As a case in point, if the consumer believes he or she was taken advantage of and they attempt to file suit against an advisor, the broker/dealer or even FINRA, he can't. FINRA has protected the industry and insulated the SRO's member broker/dealers and thus, the advisor against the charge of malpractice. If you do not have a case of fraud or negligence, you cannot sue. The plaintiff's attorney will now claim negligence or fraud. That is what Jeffery Sonn, who will represent many of the people who lost money thanks to Bernard Maddoff, will do.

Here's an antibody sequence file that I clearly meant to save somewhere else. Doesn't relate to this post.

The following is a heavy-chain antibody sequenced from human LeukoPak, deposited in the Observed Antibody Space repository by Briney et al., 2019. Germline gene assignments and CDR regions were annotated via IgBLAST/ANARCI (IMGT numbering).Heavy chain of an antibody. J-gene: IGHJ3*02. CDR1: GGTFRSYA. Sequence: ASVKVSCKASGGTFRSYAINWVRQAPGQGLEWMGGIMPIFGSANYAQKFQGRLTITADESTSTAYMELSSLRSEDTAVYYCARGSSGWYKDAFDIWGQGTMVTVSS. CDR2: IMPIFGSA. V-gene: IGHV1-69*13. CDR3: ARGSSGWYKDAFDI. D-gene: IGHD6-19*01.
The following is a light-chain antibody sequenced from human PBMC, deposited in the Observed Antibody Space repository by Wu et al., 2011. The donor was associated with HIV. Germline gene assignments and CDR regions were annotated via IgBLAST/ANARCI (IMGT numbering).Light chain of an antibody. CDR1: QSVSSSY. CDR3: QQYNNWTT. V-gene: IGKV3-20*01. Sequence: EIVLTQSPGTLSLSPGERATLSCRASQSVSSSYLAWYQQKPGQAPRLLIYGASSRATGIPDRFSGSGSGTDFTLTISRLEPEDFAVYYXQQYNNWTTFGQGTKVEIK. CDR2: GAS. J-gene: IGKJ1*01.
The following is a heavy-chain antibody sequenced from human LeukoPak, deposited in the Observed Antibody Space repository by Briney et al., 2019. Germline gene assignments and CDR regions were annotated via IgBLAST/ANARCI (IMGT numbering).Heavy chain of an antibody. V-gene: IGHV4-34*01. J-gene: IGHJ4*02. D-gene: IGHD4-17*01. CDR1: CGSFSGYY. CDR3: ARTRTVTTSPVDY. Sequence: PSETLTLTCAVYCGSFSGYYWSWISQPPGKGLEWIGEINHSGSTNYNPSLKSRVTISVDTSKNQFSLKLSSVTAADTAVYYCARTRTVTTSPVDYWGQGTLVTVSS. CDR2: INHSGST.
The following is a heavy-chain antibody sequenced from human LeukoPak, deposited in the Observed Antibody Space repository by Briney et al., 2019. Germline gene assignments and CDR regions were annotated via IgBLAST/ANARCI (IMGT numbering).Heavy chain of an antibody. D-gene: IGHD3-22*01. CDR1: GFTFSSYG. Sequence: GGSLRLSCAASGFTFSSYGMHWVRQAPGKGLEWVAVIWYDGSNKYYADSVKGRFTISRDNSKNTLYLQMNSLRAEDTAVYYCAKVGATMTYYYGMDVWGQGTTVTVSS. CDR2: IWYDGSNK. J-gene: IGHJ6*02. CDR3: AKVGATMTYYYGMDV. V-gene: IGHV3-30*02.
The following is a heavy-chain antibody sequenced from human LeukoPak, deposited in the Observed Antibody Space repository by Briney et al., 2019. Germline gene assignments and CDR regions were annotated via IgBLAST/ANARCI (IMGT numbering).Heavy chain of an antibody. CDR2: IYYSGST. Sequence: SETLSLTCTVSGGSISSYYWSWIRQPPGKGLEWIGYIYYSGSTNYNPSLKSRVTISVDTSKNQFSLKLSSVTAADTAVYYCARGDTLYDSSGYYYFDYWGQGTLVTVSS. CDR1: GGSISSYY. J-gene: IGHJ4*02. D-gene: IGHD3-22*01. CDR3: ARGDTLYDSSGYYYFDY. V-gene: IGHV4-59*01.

Alarmingly, the architects of all of this "quasi-malpractice" have been ordained by the SEC to police the financial services industry. In fact, many industry professionals perceive FINRA -- by its very nature -- to be corrupt. The system is cancerous and in need of life-saving surgery. I don't think many producers would argue that the first thing we need to do is always put the consumer's needs first, do away with mandatory arbitration and go from there. Perhaps we should take away the financial planning process currently in use and start fresh. We as an industry could then start with a consumer interest questionnaire. This would be preferable to a financial profile, where the consumer and advisor come face to face with reality by asking hard questions; determining not only what the consumer has in terms of real assets, but also how much the consumer really wants to protect; how much they really want to risk and how much they can really afford to lose; and how much income they will need in retirement.